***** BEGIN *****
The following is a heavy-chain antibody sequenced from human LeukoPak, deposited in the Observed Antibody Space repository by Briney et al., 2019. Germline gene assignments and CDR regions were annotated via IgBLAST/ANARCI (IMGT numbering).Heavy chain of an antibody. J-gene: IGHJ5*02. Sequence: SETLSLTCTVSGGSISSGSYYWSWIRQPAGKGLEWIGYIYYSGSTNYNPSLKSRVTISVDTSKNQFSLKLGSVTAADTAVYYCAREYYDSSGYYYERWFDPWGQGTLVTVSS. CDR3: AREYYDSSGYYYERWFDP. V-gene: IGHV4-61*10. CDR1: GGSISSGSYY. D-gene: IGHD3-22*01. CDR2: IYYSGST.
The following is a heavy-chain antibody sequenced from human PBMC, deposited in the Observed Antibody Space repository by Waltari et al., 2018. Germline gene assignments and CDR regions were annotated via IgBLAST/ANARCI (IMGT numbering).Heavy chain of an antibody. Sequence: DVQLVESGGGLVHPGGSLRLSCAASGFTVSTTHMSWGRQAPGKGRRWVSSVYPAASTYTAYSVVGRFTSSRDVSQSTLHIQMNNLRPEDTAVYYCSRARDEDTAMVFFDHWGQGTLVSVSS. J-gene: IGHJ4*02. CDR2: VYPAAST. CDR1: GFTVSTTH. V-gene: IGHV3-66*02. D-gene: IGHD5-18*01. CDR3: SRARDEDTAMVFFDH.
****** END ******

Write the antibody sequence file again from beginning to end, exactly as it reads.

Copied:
The following is a heavy-chain antibody sequenced from human LeukoPak, deposited in the Observed Antibody Space repository by Briney et al., 2019. Germline gene assignments and CDR regions were annotated via IgBLAST/ANARCI (IMGT numbering).Heavy chain of an antibody. J-gene: IGHJ5*02. Sequence: SETLSLTCTVSGGSISSGSYYWSWIRQPAGKGLEWIGYIYYSGSTNYNPSLKSRVTISVDTSKNQFSLKLGSVTAADTAVYYCAREYYDSSGYYYERWFDPWGQGTLVTVSS. CDR3: AREYYDSSGYYYERWFDP. V-gene: IGHV4-61*10. CDR1: GGSISSGSYY. D-gene: IGHD3-22*01. CDR2: IYYSGST.
The following is a heavy-chain antibody sequenced from human PBMC, deposited in the Observed Antibody Space repository by Waltari et al., 2018. Germline gene assignments and CDR regions were annotated via IgBLAST/ANARCI (IMGT numbering).Heavy chain of an antibody. Sequence: DVQLVESGGGLVHPGGSLRLSCAASGFTVSTTHMSWGRQAPGKGRRWVSSVYPAASTYTAYSVVGRFTSSRDVSQSTLHIQMNNLRPEDTAVYYCSRARDEDTAMVFFDHWGQGTLVSVSS. J-gene: IGHJ4*02. CDR2: VYPAAST. CDR1: GFTVSTTH. V-gene: IGHV3-66*02. D-gene: IGHD5-18*01. CDR3: SRARDEDTAMVFFDH.